Dollar Stays Firm Against Major Rivals

Dollar Stays Firm Against Major Rivals

The U.S. dollar exhibited strength against most of its rivals on Thursday as reports showing a surge in new coronavirus cases in several states of America and many other countries dimmed risk appetite and supported the greenback’s uptick.

Markets were also reacting to reports about easing of bank restrictions on investment activities, the data on U.S. durable goods orders, the ECB minutes and economic data from Europe.

According to reports, the Federal Deposit Insurance Commission officials said they would loosen restrictions from the Volcker Rule, a post-financial crisis law designed to stop banks – which received federal and taxpayer bailouts – from engaging in risky trading activities.

The report in Bloomberg also says that regulators will ease margin requirement for swaps trades that could free up an estimated $40 billion for Wall Street banks.

The dollar index, which rose to 97.60 early on in the session, later dropped to 97.37 but was still holding in positive territory, gaining about 0.22%.

Against the Euro, the dollar strengthened to $1.1223, from Wednesday’s $1.1251. Minutes from the European Central Bank’s June meeting showed that policymakers agreed that purchases of government bonds under the pandemic emergency purchase programme and the asset purchase programme were an effective tool for delivering the price stability goal in the current environment.

ECB policymakers broadly agreed to increase the size of the PEPP by ?600 billion and extend the horizon for net purchases under the scheme to at least the end of June 2021, observing that expanding the size would help support the smooth transmission across the euro area, it added.

The Pound Sterling was little changed with a unit of sterling fetching $1.2426, compared with $1.2421 last evening. The dollar was earlier down at 1.2465 a sterling, but subsequently strengthened to 1.2391 before losing ground again.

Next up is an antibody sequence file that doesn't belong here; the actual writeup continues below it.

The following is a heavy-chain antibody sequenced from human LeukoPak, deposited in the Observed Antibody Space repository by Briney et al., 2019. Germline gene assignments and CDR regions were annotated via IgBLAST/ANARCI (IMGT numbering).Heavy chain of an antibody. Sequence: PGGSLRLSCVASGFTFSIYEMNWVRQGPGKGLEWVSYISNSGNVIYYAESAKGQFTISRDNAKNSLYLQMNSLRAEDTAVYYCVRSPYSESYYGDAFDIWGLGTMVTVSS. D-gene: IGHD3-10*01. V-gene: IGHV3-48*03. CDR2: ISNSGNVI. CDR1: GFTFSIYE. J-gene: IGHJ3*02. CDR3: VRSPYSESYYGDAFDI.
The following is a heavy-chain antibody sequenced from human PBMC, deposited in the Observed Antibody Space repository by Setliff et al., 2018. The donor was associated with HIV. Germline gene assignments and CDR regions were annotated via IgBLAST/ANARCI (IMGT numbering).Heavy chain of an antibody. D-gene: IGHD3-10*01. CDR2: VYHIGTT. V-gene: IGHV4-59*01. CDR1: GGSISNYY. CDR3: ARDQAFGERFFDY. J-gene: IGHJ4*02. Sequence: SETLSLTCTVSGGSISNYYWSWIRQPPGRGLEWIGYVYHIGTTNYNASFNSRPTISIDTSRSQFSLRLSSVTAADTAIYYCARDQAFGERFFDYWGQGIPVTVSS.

Against the Yen, the dollar was slightly up, fetching 107.13 yen, compared with 107.04 yen Wednesday evening.

The Aussie was gaining against the dollar with the pair trading at 0.6888 as against previous close of 0.6869.

The Swiss franc was last seen at 0.9481 a dollar, not much changed from previous close of 0.9479. Earlier in the day, the franc slipped to a low of 0.9508.

The Canadian Loonie recovered from mid-session lows after oil prices moved higher. The loonie was quoting at 1.3641 against the dollar a little while ago, recovering from a low of 1.3670.

Data from the Labor Department showed first-time claims for U.S. unemployment benefits dropped to 1.480 million, a decrease of 60,000 from the previous week’s revised level of 1.540 million. Economists had expected jobless claims to tumble to 1.300 million from the 1.508 million originally reported for the previous week.

A report released by the Commerce Department on Thursday showed the slump in U.S. economic activity in the first quarter was unrevised from the previous estimate. The report said real gross domestic product tumbled by 5% in the first quarter, unchanged from the estimate provided last month and in line with expectations.

Another report from the Commerce Department said new orders for U.S. manufactured durable goods spiked by 15.8% in May after plunging by a revised 18.1% in April. Economists had expected durable goods orders to surge up by 10.9% compared to the 17.7% nosedive that had been reported for the previous month.

In coronavirus news, the U.S. broke its record for the highest coronavirus cases recorded in a single day, with 36,358 new positives reported on Wednesday, according to a tally by NBC News.

With some southern and western states reporting record number of coronavirus cases, New York, New Jersey and Connecticut have asked visitors from nine states with high infection rates to quarantine for 14 days.

The International Monetary Fund’s report on Wednesday cut its global growth forecast for this year and next and said the pandemic was causing wider and deeper damage to economic activity than first thought.

The IMF projected the global economy to shrink by 4.9% in 2020, compared to a 3% contraction expected earlier.